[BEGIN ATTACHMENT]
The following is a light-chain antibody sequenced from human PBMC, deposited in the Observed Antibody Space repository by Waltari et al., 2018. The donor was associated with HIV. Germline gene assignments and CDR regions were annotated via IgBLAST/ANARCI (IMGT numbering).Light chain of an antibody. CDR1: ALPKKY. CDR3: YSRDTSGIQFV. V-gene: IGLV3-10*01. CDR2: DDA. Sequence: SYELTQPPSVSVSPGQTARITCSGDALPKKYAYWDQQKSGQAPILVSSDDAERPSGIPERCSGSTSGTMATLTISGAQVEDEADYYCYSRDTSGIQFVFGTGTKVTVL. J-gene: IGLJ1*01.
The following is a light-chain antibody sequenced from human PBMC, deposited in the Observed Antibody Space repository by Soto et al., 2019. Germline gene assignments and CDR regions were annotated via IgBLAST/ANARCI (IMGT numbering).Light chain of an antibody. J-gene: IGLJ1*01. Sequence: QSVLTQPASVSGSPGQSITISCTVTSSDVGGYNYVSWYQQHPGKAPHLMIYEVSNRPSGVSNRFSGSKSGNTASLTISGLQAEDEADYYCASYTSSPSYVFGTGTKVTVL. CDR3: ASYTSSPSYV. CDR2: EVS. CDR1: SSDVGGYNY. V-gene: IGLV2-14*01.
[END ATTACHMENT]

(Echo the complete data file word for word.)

The following is a light-chain antibody sequenced from human PBMC, deposited in the Observed Antibody Space repository by Waltari et al., 2018. The donor was associated with HIV. Germline gene assignments and CDR regions were annotated via IgBLAST/ANARCI (IMGT numbering).Light chain of an antibody. CDR1: ALPKKY. CDR3: YSRDTSGIQFV. V-gene: IGLV3-10*01. CDR2: DDA. Sequence: SYELTQPPSVSVSPGQTARITCSGDALPKKYAYWDQQKSGQAPILVSSDDAERPSGIPERCSGSTSGTMATLTISGAQVEDEADYYCYSRDTSGIQFVFGTGTKVTVL. J-gene: IGLJ1*01.
The following is a light-chain antibody sequenced from human PBMC, deposited in the Observed Antibody Space repository by Soto et al., 2019. Germline gene assignments and CDR regions were annotated via IgBLAST/ANARCI (IMGT numbering).Light chain of an antibody. J-gene: IGLJ1*01. Sequence: QSVLTQPASVSGSPGQSITISCTVTSSDVGGYNYVSWYQQHPGKAPHLMIYEVSNRPSGVSNRFSGSKSGNTASLTISGLQAEDEADYYCASYTSSPSYVFGTGTKVTVL. CDR3: ASYTSSPSYV. CDR2: EVS. CDR1: SSDVGGYNY. V-gene: IGLV2-14*01.